PAESTUM - CAMPANIA - SOUTH ITALY
It is always a difficult task to write down the historical background of Paestum, even a short one. In our opinion, it is a duty and an exclusive matter for archaeologists and scholars; for tourists we try to expose at least the general outlines of it.
The "Plain of Paestum" - this is the name given to the land extension going from the foot of the hills to the sea by our ancestors - and the high grounds of Capaccio lying behind were already inhabited in prehistory: apart from the "Necropoli di Gaudo" there are further proofs from the Palaeolithic and Neolithic Ages. All the more reason for thinking that in the middle of the 7th century BC the territory presented local inhabitants who were evidently not well organised and not able to defend themselves from the arrival of Greek colonies (namely Achaeans coming from Sybaris).
WHERE TO EAT - WHERE TO HAVE FUN - SPONSORS
YOUR ADVERTISEMENT BANNER HERE
In about 600 B.C. the Greek, perhaps having already explored the plain and having assured themselves a fortified place near the sea, founded a city there which they called Poseidonia in honour to the god of the Sea.
At the same time, northwards, the inhabitants of Poseidonia built a sanctuary (the Hearon) near the mouth of the Sele, not only to honour their goddess Hera from Argo, but probably as defensive strategy against the Etruscans. The latter had settled on the other side of the river and being a powerful and advanced people they represented a danger for them.
This sanctuary became famous all over the Greek world, so that it became part of mythology and, as Strabone writes, its construction was attributed to Jason and his Argonauts. Defended by its imposing and continuously reinforced walls (nowadays the best preserved of ancient times) with four gates at the cardinal points and thanks to its geographical position - close to tradeways -, to the water courses and to the fertile lands, Poseidonia soon reached a high degree of richness and of artistic and cultural fervour which in a century lead to the construction of three magnificent Doric temples, an incomparable inheritance from Greek civilization.
The magnificence of this colony lead the Lucans - an Italic inland people - to try to conquer it. In about 400 B.C. they occupied it and changed its name in Paistom. There the Lucans continued their civil and military activities for a long time, save for a short time as the Greeks of Italy defeated them under the guide of Alexander the Molossian Alexander the Great's uncle- in a battle near Poseidonia in 332 B.C..
In 326 B. C. they regained it after the battle of Pandosia where Alexander died. In the meanwhile another power was extending itself along the Peninsula: Rome. After the war against Pyrrhus in 273 B.C., it became the uncontested master of these regions and founded there a Latin colony giving it the name of Paestum. The Roman Senat always hold that city in great consideration, because during the war against Hannibal they received assistance -above all victuals- from it.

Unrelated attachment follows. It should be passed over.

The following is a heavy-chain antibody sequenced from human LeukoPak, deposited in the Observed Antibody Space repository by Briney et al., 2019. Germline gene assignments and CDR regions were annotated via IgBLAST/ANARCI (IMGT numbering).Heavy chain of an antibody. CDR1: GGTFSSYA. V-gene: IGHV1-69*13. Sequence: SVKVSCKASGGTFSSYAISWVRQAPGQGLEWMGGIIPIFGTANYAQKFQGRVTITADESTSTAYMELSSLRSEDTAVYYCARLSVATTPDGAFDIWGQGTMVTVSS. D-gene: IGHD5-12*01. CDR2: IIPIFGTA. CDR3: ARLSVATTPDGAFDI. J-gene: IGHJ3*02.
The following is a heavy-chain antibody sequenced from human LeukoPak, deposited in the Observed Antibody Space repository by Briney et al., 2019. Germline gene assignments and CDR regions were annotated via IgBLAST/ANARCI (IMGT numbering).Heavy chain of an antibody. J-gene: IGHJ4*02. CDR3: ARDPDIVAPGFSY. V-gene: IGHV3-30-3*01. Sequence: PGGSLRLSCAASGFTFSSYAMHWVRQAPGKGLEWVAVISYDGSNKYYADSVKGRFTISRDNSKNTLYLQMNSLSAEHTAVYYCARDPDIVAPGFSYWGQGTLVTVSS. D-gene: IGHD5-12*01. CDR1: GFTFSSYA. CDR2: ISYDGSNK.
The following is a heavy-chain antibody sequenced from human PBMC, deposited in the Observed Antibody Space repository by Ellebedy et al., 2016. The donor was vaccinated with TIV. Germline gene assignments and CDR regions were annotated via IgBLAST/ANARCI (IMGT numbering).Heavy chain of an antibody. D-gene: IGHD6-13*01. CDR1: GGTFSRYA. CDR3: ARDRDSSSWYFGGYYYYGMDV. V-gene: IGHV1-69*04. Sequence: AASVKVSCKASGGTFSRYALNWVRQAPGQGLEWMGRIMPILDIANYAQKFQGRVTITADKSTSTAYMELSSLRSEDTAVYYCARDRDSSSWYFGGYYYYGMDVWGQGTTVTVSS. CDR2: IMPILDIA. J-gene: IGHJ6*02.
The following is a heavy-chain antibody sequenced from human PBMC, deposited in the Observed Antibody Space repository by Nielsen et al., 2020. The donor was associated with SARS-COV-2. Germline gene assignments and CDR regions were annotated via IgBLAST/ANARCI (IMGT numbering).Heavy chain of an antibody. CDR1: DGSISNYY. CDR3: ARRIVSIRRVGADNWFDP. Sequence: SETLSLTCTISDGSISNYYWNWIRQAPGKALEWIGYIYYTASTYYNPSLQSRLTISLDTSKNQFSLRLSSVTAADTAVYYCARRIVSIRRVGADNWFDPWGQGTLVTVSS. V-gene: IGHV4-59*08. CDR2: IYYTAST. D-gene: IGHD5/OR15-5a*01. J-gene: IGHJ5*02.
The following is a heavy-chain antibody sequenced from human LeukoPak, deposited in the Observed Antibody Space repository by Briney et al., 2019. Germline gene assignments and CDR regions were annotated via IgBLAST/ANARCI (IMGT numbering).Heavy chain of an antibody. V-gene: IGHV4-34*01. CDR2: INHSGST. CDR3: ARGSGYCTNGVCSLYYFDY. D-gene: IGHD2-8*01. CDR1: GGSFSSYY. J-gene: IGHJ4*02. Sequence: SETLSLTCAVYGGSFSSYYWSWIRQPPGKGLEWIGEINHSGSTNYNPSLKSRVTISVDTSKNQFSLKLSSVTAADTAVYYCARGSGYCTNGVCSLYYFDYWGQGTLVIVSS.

The Romans enriched the city with large buildings, among which there are the portico of the Forum, the thermae, the Amphitheatre, and the so-called Tempio della Pace (Temple of Peace). Paestum flourished till the Late Empire.
Because of the changed political exigencies of Rome - turned towards the East - an irreversible crisis begun for the city, like for most of the coast centres. Its inhabitants -converted into Christianity- were reduced to a little community and concentrated next to the Ceres Temple.
Others fled to the surrounding hills to avoid malaria, that was spreading there, and the incursions of the Saracens. This explains the birth of a town on the hill, which had a very important strategic and commercial role in the Middle Ages, between the 9th and the 13th centuries, especially during Frederic the Second's reign. It almost substituted and assumed the role Paestum had had during the ancient times.
The town was named Caput Aquis, because it dominated the rich springs of Capodifiume, former cult see during the Greek and Roman periods; nowadays it is recalled with the name "Capaccio Vecchio" (Old Capaccio) by the local inhabitants.
Following its participation at the Baron Conspiracy against the great emperor, Capaccio was besieged by Frederic the Second who stormed and destroyed it in 1246. After its abandoning nobody spoke any more about Paestum for centuries, even if its always solemn temples were still standing amidst the thick vegetation. A little merit for its rediscovery goes to those writers and poets of the 16th and 17th centuries who, quoting its monuments and describing the characteristics of the place, arouse interest and curiosity for Paestum.
But the real "rediscovery" started in the first half of the 18th century as writers, poets and artists of various nationalities (among which there were Goethe, Shelley, Canova, Piranesi) began to visit the ruins of the renowned Greek city - a fashion known under the name of "Grand Tour" - and consequently propagated its fame all over Europe. The immediate effect of this phenomenon conditioned all the European culture.
It is easy to notice that all the neoclassical architecture has been influenced by the Doric style of the temples of Paestum. This fact has been recently stressed in a show which has travelled from America to Italy under the meaningful title "The Fortune of Paestum".